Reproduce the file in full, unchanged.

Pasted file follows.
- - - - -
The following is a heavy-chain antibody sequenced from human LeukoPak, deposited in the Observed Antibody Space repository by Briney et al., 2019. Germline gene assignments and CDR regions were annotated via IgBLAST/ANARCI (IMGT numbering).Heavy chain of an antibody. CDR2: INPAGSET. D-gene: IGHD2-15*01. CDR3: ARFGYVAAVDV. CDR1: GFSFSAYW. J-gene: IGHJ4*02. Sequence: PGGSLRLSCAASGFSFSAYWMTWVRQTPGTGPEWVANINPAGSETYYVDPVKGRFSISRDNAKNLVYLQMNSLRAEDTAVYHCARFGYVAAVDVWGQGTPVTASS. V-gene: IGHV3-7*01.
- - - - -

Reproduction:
The following is a heavy-chain antibody sequenced from human LeukoPak, deposited in the Observed Antibody Space repository by Briney et al., 2019. Germline gene assignments and CDR regions were annotated via IgBLAST/ANARCI (IMGT numbering).Heavy chain of an antibody. CDR2: INPAGSET. D-gene: IGHD2-15*01. CDR3: ARFGYVAAVDV. CDR1: GFSFSAYW. J-gene: IGHJ4*02. Sequence: PGGSLRLSCAASGFSFSAYWMTWVRQTPGTGPEWVANINPAGSETYYVDPVKGRFSISRDNAKNLVYLQMNSLRAEDTAVYHCARFGYVAAVDVWGQGTPVTASS. V-gene: IGHV3-7*01.